Drive-By Truckers, it seems, have never lost that capacity to startle and surprise. They shocked everyone back in 2001 with the sprawling double album that was Southern Rock Opera, they even managed to better that a few years later with The Dirty South, brought the devastatingly brilliant Jason Isbell‘s songwriting to the world for a few long players, and last year, eleven albums in, released American Band, which I personally regard as their finest work to date. Tonight’s show in Manchester may even be the greatest one I have ever attended.
Before the Truckers emerged, however, we welcomed Portland, Oregon’s Eyelids to the stage. They had been passionately described to us before the gig as “kind of like Portland’s version of Guided By Voices” by DBT’s own Jay Gonzalez, who, incidentally, joined them on stage for one number. That was some heady praise, and as it turns out, was bang on the money. Proud to be performing in a city with so much musical history, the band declared themselves as “total Anglophiles” from the outset and delivered an infectiously intelligent, and somewhat celebratory set in which they even successfully snaffled the main guitar motif from ‘Some Girls Are Bigger Than Others‘ in their penultimate song. If the local pub quiz team decided to form a band, this is absolutely how they would look, but man, can they play!
The last time I saw Drive-By Truckers live, meanwhile, at Leamington Assembly, they played twenty songs, including an encore of four. It is testament to the sheer magnitude of their catalogue that just three of those songs are reprised tonight, and, as if to compensate for those coincidental recurrences, tonight’s set consists of 23 numbers instead and wow, what a glorious racket these boys make.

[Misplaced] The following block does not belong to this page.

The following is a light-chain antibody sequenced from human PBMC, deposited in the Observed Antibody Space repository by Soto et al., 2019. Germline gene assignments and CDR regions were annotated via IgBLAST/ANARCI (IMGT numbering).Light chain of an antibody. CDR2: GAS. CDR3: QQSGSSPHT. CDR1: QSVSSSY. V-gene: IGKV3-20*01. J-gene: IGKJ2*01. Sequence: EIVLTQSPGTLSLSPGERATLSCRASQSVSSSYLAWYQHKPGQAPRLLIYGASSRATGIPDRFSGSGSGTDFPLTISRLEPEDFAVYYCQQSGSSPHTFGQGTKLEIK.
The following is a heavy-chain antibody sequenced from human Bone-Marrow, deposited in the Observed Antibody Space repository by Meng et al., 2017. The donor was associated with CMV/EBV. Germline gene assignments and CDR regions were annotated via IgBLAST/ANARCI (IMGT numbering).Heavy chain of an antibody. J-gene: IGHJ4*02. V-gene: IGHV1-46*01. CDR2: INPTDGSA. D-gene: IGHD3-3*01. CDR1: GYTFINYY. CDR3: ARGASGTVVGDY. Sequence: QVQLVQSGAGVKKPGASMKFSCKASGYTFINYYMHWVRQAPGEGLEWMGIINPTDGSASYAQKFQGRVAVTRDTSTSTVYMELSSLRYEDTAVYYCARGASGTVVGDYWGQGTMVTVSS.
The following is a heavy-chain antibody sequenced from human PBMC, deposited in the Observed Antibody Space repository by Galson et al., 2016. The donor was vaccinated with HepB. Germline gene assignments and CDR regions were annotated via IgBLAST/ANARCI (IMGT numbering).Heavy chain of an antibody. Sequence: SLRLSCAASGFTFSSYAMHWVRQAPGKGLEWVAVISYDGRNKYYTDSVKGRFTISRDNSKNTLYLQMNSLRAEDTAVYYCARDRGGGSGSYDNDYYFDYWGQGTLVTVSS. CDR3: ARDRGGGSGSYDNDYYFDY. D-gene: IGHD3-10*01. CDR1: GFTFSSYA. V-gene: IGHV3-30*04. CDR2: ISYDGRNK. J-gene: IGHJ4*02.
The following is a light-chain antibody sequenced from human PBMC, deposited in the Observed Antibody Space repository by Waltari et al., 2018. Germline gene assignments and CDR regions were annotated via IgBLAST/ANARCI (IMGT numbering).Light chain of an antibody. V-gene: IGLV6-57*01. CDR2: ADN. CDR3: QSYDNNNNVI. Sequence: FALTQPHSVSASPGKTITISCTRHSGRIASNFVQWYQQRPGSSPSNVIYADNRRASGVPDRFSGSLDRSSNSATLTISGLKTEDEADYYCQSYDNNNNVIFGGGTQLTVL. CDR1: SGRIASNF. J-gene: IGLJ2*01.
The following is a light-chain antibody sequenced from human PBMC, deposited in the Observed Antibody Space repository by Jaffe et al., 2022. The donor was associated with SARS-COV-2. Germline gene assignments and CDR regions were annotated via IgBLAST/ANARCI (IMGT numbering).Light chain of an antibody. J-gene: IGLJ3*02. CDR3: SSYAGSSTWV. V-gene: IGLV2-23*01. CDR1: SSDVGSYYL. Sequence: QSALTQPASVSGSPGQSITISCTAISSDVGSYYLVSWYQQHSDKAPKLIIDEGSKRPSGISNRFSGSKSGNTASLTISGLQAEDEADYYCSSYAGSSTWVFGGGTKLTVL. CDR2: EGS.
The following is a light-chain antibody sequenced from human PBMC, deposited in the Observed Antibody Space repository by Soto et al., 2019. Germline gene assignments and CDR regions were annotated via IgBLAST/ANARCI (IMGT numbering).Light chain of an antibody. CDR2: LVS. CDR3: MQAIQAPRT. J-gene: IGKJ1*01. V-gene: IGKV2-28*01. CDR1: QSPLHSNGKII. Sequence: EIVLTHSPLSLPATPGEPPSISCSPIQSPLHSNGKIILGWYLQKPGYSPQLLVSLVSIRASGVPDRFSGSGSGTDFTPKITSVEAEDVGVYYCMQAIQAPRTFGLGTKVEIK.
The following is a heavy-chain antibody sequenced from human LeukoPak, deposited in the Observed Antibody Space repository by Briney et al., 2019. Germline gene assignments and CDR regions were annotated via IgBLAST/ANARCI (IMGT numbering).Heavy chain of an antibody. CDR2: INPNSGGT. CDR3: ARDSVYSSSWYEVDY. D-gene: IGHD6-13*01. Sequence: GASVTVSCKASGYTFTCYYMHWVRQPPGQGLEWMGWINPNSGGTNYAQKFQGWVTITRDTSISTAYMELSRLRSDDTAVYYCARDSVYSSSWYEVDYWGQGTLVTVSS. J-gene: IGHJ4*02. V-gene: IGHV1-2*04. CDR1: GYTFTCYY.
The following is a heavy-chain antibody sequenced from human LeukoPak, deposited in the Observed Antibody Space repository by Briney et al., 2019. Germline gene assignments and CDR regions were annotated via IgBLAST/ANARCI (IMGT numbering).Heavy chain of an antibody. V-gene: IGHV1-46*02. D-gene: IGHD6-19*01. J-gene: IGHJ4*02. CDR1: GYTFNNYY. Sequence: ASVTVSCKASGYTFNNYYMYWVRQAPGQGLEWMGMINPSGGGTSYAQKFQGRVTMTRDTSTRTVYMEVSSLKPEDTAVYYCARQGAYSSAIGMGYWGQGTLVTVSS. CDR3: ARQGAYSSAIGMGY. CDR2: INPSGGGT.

I talked about the band’s ability to surprise us even now, and if I’d attempted all night, I never would have predicted that they would start with American Band‘s finale, Patterson Hood’s heartfelt tribute to Robin Williams, ‘Baggage‘. It proved to be an extremely poignant opener, and one of many moments in which I suspect the hairs on the back of everyone’s necks well and truly made their presence known. This is swiftly followed by Mike Cooley’s ‘Ramon Casiano‘, a scathing attack on the NRA and the sickening stranglehold that it continues to hold over the American public. If anything, live, the impact of the message is magnified monumentally.
As you might expect, a good portion of tonight’s set is made up of tunes from last year’s astounding long player, with ‘Filthy & Fried‘ clearly already having been embraced as a firm crowd favourite, and ‘Ever South‘ providing the political platform from which Hood could publicly vent his spleen. Other than that, we revisit former glories (‘Ronnie & Neil‘, ‘Lookout Mountain‘) in spectacular fashion, whilst perhaps lesser championed tracks from the likes of Brighter Than Creation’s Dark come across like old friends we haven’t seen in a while and are long overdue a visit.
Despite the absence of anything from Pizza Deliverance, The Big To Do or Go-Go Boots, tonight’s show was a sensational nod back to each chapter of their career to date, culminating with a blistering rendition of ‘Hell No I Ain’t Happy‘ that contained within a version of ‘Sign O’ The Times‘ as a sincere homage to Prince amongst last year’s other fallen idols. Seriously classy, endlessly ebullient and ultimately triumphant, there is simply no better live act in the world right now, and if you still haven’t latched on to that, I can only pity you.
PHOTO CREDIT: Paul Reno
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